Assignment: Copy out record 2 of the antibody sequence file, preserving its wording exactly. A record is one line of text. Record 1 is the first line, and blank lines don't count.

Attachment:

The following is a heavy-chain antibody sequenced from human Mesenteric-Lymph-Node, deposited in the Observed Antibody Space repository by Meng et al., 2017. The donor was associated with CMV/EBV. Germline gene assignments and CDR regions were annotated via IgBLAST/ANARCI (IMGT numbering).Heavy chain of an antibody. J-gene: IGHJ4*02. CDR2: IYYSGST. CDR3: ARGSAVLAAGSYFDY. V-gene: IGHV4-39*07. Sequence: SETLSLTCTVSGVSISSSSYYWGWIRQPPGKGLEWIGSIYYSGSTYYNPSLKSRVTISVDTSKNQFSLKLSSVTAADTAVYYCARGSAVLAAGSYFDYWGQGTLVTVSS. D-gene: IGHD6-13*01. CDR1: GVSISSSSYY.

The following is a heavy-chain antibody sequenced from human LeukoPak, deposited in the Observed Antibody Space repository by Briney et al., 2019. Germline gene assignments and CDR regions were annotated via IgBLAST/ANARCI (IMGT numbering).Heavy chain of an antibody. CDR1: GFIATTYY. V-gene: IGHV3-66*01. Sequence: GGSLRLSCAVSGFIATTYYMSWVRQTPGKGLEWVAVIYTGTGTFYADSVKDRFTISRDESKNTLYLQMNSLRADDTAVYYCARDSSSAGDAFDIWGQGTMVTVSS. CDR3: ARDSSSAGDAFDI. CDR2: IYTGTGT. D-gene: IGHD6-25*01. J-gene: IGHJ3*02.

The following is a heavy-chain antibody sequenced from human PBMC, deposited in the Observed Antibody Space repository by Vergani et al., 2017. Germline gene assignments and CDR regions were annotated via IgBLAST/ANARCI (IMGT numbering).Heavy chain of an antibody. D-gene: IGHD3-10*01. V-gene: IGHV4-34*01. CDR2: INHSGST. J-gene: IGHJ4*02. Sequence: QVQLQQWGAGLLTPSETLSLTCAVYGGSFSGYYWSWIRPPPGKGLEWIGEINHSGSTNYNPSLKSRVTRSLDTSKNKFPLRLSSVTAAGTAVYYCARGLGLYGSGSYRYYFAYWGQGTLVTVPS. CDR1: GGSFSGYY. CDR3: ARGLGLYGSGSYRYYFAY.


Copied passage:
The following is a heavy-chain antibody sequenced from human LeukoPak, deposited in the Observed Antibody Space repository by Briney et al., 2019. Germline gene assignments and CDR regions were annotated via IgBLAST/ANARCI (IMGT numbering).Heavy chain of an antibody. CDR1: GFIATTYY. V-gene: IGHV3-66*01. Sequence: GGSLRLSCAVSGFIATTYYMSWVRQTPGKGLEWVAVIYTGTGTFYADSVKDRFTISRDESKNTLYLQMNSLRADDTAVYYCARDSSSAGDAFDIWGQGTMVTVSS. CDR3: ARDSSSAGDAFDI. CDR2: IYTGTGT. D-gene: IGHD6-25*01. J-gene: IGHJ3*02.